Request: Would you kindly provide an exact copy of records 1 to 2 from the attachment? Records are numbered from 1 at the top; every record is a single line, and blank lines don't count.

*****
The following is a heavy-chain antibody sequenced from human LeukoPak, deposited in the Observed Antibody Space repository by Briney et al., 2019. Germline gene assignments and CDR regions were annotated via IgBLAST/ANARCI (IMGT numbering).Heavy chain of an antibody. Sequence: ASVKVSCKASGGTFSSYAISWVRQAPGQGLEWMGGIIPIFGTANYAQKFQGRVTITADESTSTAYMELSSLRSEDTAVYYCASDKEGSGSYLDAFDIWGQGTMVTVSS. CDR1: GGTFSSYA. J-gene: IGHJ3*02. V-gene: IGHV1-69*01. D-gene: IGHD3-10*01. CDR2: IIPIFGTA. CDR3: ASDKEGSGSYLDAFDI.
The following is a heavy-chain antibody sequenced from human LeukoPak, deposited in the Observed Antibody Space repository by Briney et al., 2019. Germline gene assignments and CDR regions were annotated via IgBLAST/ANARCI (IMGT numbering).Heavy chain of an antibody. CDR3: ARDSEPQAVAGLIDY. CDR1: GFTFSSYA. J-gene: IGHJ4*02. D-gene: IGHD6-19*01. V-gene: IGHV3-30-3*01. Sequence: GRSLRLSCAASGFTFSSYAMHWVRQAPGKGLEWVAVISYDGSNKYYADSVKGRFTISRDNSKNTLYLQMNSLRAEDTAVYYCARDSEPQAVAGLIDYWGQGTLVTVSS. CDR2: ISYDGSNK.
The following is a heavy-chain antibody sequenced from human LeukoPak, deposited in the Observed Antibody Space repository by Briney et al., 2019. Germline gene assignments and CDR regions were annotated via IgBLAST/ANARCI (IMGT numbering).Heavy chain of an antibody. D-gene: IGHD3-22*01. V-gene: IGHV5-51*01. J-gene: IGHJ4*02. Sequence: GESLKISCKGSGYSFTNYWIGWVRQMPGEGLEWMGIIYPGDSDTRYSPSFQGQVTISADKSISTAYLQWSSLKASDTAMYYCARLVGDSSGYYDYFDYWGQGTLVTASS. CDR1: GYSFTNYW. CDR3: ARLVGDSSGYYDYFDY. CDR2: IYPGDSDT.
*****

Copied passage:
The following is a heavy-chain antibody sequenced from human LeukoPak, deposited in the Observed Antibody Space repository by Briney et al., 2019. Germline gene assignments and CDR regions were annotated via IgBLAST/ANARCI (IMGT numbering).Heavy chain of an antibody. Sequence: ASVKVSCKASGGTFSSYAISWVRQAPGQGLEWMGGIIPIFGTANYAQKFQGRVTITADESTSTAYMELSSLRSEDTAVYYCASDKEGSGSYLDAFDIWGQGTMVTVSS. CDR1: GGTFSSYA. J-gene: IGHJ3*02. V-gene: IGHV1-69*01. D-gene: IGHD3-10*01. CDR2: IIPIFGTA. CDR3: ASDKEGSGSYLDAFDI.
The following is a heavy-chain antibody sequenced from human LeukoPak, deposited in the Observed Antibody Space repository by Briney et al., 2019. Germline gene assignments and CDR regions were annotated via IgBLAST/ANARCI (IMGT numbering).Heavy chain of an antibody. CDR3: ARDSEPQAVAGLIDY. CDR1: GFTFSSYA. J-gene: IGHJ4*02. D-gene: IGHD6-19*01. V-gene: IGHV3-30-3*01. Sequence: GRSLRLSCAASGFTFSSYAMHWVRQAPGKGLEWVAVISYDGSNKYYADSVKGRFTISRDNSKNTLYLQMNSLRAEDTAVYYCARDSEPQAVAGLIDYWGQGTLVTVSS. CDR2: ISYDGSNK.